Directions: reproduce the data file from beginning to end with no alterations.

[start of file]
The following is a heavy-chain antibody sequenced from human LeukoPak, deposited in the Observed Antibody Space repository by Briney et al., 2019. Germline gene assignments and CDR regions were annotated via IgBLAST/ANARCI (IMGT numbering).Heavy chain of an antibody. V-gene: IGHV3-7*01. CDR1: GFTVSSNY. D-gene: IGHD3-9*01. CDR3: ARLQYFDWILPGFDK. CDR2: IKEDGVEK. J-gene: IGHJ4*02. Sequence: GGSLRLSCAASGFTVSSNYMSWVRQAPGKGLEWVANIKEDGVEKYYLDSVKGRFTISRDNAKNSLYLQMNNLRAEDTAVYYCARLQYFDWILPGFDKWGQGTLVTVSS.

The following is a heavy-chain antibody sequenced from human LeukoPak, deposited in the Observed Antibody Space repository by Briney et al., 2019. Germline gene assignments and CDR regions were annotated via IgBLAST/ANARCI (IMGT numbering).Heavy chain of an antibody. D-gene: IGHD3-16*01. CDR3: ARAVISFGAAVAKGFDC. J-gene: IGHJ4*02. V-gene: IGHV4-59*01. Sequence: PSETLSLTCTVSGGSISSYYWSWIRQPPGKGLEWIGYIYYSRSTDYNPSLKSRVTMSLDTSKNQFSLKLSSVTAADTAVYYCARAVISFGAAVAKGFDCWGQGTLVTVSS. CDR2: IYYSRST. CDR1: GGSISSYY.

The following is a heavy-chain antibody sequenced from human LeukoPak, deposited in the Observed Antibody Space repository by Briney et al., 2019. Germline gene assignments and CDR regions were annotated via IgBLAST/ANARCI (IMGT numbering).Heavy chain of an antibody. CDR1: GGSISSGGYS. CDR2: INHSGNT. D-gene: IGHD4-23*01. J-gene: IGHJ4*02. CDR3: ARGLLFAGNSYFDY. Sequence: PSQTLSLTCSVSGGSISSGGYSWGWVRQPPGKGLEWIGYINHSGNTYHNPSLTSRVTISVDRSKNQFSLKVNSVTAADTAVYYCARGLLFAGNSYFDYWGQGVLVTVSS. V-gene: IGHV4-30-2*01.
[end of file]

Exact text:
The following is a heavy-chain antibody sequenced from human LeukoPak, deposited in the Observed Antibody Space repository by Briney et al., 2019. Germline gene assignments and CDR regions were annotated via IgBLAST/ANARCI (IMGT numbering).Heavy chain of an antibody. V-gene: IGHV3-7*01. CDR1: GFTVSSNY. D-gene: IGHD3-9*01. CDR3: ARLQYFDWILPGFDK. CDR2: IKEDGVEK. J-gene: IGHJ4*02. Sequence: GGSLRLSCAASGFTVSSNYMSWVRQAPGKGLEWVANIKEDGVEKYYLDSVKGRFTISRDNAKNSLYLQMNNLRAEDTAVYYCARLQYFDWILPGFDKWGQGTLVTVSS.

The following is a heavy-chain antibody sequenced from human LeukoPak, deposited in the Observed Antibody Space repository by Briney et al., 2019. Germline gene assignments and CDR regions were annotated via IgBLAST/ANARCI (IMGT numbering).Heavy chain of an antibody. D-gene: IGHD3-16*01. CDR3: ARAVISFGAAVAKGFDC. J-gene: IGHJ4*02. V-gene: IGHV4-59*01. Sequence: PSETLSLTCTVSGGSISSYYWSWIRQPPGKGLEWIGYIYYSRSTDYNPSLKSRVTMSLDTSKNQFSLKLSSVTAADTAVYYCARAVISFGAAVAKGFDCWGQGTLVTVSS. CDR2: IYYSRST. CDR1: GGSISSYY.

The following is a heavy-chain antibody sequenced from human LeukoPak, deposited in the Observed Antibody Space repository by Briney et al., 2019. Germline gene assignments and CDR regions were annotated via IgBLAST/ANARCI (IMGT numbering).Heavy chain of an antibody. CDR1: GGSISSGGYS. CDR2: INHSGNT. D-gene: IGHD4-23*01. J-gene: IGHJ4*02. CDR3: ARGLLFAGNSYFDY. Sequence: PSQTLSLTCSVSGGSISSGGYSWGWVRQPPGKGLEWIGYINHSGNTYHNPSLTSRVTISVDRSKNQFSLKVNSVTAADTAVYYCARGLLFAGNSYFDYWGQGVLVTVSS. V-gene: IGHV4-30-2*01.